Keep Them Involved (and Avoid the Zzzz’s): 10 Active Reading Strategies

Keep Them Involved (and Avoid the Zzzz’s): 10 Active Reading Strategies

One of the problems of a reading class is the tendency for students to be passive.

Face it, sitting by yourself and reading silently can be really boring, no matter how interesting the piece. And how, after all, does the teacher know most of the time students are actually reading the assigned passage until it comes time for comprehension questions, which may very well be at the end of the class time, depending on the length of the reading? How do you know students are even awake? (It’s not uncommon during “silent reading” to have truly silent students, snoozing behind their texts.) Here are some ways to avoid that pitfall.

Try These Top 10 Active Reading Strategies With Your Class

  1. 1

    Call on students to read aloud

    Calling on students randomly to read a part of the instruction aloud is a perennial method, and for a reason—it is very effective in keeping students involved in the lesson, as they are more likely to listen to a peer read aloud, and stay aware of where the class is in the reading, in the event of being called on.

  2. 2

    Read aloud in groups

    Assign students to groups and have them read to each other. This is also very valuable in keeping a focus on the reading while being less intimating than reading in front of the whole class. Using this method, students often stop during the passage to ask each other questions without being prompted. The teacher can circulate and provide additional help.

  3. 3

    The teacher reads aloud

    Some teachers, particularly teachers of students at the beginning levels of language learning, are reluctant to have students read aloud. The teacher can then fulfill this role, and, especially if reading dramatically, varying intonation, and using gestures, can keep students as involved as if they were reading themselves. Students appreciate this method also because they can hear the correct pronunciation of words and sentence intonation. Also the teacher can pause frequently so the class can reflect or ask questions.

  4. 4

    Have students act out portions after reading

    This works especially well for narrative works—putting students in groups to act out a scene from in the reading can be very effective for increasing comprehension: seeing the piece acted out, or taking part in acting it out, makes the static words on the page come to life. Also, if you tell students they are going to be acting out the piece after reading it, they become more motivated to read and understand the piece.

  5. 5

    Quick write before and after

    Ask students to write for several minutes on the topic of the reading at the start of class: write what you think about police use of force, for example, before reading the classic Orwell essay “Shooting an Elephant,” in which Orwell writes about his experience as a British police officer in Burma, when it was part of the British Empire, and how he was forced into shooting an elephant when he didn’t want to, to uphold his tough image. Then have then reading the essay and write what they think now about the use of force. How do students feel about the British officer and how he acted? Has their view on the use of force changed? Why or why not?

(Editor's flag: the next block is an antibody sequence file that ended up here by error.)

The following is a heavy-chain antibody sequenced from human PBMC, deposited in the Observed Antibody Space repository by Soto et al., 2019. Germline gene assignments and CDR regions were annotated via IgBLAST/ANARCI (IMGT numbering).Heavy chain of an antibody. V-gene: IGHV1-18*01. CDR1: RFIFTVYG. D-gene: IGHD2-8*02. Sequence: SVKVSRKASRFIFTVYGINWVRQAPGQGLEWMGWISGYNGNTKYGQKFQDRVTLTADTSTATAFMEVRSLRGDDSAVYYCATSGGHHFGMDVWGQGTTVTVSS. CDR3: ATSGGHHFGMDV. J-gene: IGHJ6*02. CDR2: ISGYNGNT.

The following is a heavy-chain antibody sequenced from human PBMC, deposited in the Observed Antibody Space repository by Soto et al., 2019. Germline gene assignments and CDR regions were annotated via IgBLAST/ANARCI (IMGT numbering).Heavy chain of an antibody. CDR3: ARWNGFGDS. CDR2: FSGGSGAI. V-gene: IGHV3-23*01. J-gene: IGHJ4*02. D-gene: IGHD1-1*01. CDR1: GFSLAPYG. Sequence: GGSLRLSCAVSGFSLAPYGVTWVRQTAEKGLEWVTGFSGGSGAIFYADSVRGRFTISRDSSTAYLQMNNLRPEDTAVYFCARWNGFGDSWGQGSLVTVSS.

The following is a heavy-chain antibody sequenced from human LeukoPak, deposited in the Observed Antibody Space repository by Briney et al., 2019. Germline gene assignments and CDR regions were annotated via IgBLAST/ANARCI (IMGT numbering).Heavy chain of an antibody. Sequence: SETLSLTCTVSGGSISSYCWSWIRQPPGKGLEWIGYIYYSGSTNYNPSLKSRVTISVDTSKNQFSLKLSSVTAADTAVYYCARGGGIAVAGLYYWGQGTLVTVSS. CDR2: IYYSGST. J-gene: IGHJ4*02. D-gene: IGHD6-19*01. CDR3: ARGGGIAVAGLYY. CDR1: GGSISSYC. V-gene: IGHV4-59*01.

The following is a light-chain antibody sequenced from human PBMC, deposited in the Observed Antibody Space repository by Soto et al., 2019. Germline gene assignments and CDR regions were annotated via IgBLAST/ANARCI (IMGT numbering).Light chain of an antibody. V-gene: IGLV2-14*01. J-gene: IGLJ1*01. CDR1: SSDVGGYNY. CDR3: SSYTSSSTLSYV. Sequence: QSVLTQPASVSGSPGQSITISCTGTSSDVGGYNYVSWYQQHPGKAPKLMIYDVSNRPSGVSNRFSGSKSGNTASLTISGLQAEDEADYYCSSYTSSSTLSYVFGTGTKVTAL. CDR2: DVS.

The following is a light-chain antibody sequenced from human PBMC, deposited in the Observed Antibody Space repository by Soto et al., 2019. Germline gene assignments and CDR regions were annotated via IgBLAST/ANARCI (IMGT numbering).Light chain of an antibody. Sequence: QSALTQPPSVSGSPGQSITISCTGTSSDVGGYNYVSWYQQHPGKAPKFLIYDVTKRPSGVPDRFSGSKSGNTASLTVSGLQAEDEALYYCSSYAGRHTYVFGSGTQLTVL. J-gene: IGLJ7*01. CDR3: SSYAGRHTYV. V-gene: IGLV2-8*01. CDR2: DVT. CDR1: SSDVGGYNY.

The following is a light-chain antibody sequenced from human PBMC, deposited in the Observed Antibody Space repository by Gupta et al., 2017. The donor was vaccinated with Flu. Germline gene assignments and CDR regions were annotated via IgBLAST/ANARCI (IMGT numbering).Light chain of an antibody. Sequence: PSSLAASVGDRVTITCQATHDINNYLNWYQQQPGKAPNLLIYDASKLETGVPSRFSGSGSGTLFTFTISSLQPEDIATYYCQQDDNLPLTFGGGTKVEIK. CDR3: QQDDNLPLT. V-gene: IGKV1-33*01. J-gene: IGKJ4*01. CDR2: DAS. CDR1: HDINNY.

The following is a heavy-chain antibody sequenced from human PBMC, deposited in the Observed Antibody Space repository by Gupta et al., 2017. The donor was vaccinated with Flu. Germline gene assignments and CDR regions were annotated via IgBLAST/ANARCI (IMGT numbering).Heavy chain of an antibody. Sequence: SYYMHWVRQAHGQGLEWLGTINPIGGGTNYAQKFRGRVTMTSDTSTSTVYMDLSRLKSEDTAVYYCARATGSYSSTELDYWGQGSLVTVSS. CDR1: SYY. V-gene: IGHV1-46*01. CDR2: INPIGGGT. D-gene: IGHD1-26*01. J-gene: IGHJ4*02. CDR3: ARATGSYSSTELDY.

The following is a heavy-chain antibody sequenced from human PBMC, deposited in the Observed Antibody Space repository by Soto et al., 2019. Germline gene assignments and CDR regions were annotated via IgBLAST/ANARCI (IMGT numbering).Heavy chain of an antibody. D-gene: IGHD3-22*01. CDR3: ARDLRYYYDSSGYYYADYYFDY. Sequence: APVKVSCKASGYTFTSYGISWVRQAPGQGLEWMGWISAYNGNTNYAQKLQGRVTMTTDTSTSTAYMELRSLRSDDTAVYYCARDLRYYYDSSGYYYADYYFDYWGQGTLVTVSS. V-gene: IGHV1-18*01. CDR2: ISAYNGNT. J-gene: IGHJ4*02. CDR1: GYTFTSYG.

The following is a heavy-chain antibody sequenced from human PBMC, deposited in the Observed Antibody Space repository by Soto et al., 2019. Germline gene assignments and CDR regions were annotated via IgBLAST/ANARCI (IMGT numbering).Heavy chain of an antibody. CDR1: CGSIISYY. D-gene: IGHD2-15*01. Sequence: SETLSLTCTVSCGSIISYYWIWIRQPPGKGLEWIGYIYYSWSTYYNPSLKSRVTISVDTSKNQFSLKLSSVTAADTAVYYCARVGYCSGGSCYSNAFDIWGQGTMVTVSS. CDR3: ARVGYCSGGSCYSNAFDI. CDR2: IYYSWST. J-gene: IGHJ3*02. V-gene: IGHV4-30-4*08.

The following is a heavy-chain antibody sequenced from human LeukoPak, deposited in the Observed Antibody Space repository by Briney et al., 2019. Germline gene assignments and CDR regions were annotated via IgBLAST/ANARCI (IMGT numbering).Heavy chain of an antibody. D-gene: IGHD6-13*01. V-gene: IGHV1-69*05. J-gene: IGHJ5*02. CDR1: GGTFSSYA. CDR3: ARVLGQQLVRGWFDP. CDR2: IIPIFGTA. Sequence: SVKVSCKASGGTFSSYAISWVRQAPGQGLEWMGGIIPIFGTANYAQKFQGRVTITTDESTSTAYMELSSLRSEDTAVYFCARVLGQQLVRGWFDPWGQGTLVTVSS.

6. 6

    Adopt word

    Select three new words from the passage and learn about them. Learn their definition, parts of speech, synonyms, antonyms, write sentences with them, etc. Have students write the information on the index cards: the word on one side, the analysis on the other. Have them come to class prepared to share their words. Collect and shuffle the cards and redistribute. Students should learn their peers’ words and teach them to another group. Spend 15 minutes on the words for a week and test on students at the end.

  7. 7

    Rewrite from a different perspective

    Tell the story from another viewpoint. Again using George Orwell’s “Shooting an Elephant,” have students rewrite the story from the viewpoint of one the Burmese. How do you feel about the British officer ad how he acted?

  8. 8

    Rewrite the ending

    What do you think about how Orwell acted? Could this incident have ended any other way? Have students discuss in groups, come up with alternate solutions (walking away, leading the elephant away, electing someone else to lead away the elephant, contacting its owner, etc.) , and rewrite Orwell’s ending.

  9. 9


    Analyze the essay: take apart the argument the writer makes and analyze how well he or she proves the main claim. In “The Right to Arms,” Abbey in essence says the Second Amendment, the right to bear arms, is necessary in a democracy. This is his main claim: that is, is that, in a democracy with free citizens, weapons are necessary to protect freedoms against government encroachment on those freedoms. On what assumptions is this claim resting? Do you think he supports his claim well? Why or why not?

  10. q

    Argue from the opposing view

    What are some arguments against the right to bear arms? Take a stand and argue against Abbey. It doesn’t matter if you actually agree with him. Many times lawyers, for example, are asked to argue for or against something they don’t actually believe, or employees for a company may have to promote a product they don’t necessarily support. Then have a short debate with a person or team representing each side. The rest of the class will then vote for or against.

So does reading class have to be boring? Absolutely not!

These are just a few ways to keep students interested, active and involved. Do you know (and use) any other ways to keep readers involved? Let us know in the comments!

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